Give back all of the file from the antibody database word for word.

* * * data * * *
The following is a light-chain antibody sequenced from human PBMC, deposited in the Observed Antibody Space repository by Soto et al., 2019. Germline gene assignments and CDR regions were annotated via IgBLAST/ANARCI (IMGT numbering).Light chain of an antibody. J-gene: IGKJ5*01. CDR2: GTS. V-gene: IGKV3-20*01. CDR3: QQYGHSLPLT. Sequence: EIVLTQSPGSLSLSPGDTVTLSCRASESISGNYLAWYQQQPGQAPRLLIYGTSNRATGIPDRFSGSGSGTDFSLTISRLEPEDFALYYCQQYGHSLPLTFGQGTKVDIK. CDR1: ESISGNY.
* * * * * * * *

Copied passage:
The following is a light-chain antibody sequenced from human PBMC, deposited in the Observed Antibody Space repository by Soto et al., 2019. Germline gene assignments and CDR regions were annotated via IgBLAST/ANARCI (IMGT numbering).Light chain of an antibody. J-gene: IGKJ5*01. CDR2: GTS. V-gene: IGKV3-20*01. CDR3: QQYGHSLPLT. Sequence: EIVLTQSPGSLSLSPGDTVTLSCRASESISGNYLAWYQQQPGQAPRLLIYGTSNRATGIPDRFSGSGSGTDFSLTISRLEPEDFALYYCQQYGHSLPLTFGQGTKVDIK. CDR1: ESISGNY.